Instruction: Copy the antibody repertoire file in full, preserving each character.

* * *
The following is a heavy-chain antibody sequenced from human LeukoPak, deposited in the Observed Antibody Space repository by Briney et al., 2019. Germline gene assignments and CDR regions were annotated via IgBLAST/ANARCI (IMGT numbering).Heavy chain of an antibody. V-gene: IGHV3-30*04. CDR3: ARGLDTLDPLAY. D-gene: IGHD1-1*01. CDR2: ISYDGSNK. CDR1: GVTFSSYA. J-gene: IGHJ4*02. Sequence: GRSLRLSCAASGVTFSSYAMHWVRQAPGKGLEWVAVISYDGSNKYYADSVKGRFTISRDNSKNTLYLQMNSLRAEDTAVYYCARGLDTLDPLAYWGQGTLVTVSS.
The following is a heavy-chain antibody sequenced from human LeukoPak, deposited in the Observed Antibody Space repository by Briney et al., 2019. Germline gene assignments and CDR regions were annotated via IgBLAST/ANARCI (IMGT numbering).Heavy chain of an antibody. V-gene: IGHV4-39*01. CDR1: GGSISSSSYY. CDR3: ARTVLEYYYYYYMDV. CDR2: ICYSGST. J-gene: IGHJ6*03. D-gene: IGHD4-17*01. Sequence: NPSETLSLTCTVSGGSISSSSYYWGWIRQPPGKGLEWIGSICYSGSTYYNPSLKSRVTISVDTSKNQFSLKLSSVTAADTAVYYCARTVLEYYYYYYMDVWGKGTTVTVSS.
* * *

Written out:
The following is a heavy-chain antibody sequenced from human LeukoPak, deposited in the Observed Antibody Space repository by Briney et al., 2019. Germline gene assignments and CDR regions were annotated via IgBLAST/ANARCI (IMGT numbering).Heavy chain of an antibody. V-gene: IGHV3-30*04. CDR3: ARGLDTLDPLAY. D-gene: IGHD1-1*01. CDR2: ISYDGSNK. CDR1: GVTFSSYA. J-gene: IGHJ4*02. Sequence: GRSLRLSCAASGVTFSSYAMHWVRQAPGKGLEWVAVISYDGSNKYYADSVKGRFTISRDNSKNTLYLQMNSLRAEDTAVYYCARGLDTLDPLAYWGQGTLVTVSS.
The following is a heavy-chain antibody sequenced from human LeukoPak, deposited in the Observed Antibody Space repository by Briney et al., 2019. Germline gene assignments and CDR regions were annotated via IgBLAST/ANARCI (IMGT numbering).Heavy chain of an antibody. V-gene: IGHV4-39*01. CDR1: GGSISSSSYY. CDR3: ARTVLEYYYYYYMDV. CDR2: ICYSGST. J-gene: IGHJ6*03. D-gene: IGHD4-17*01. Sequence: NPSETLSLTCTVSGGSISSSSYYWGWIRQPPGKGLEWIGSICYSGSTYYNPSLKSRVTISVDTSKNQFSLKLSSVTAADTAVYYCARTVLEYYYYYYMDVWGKGTTVTVSS.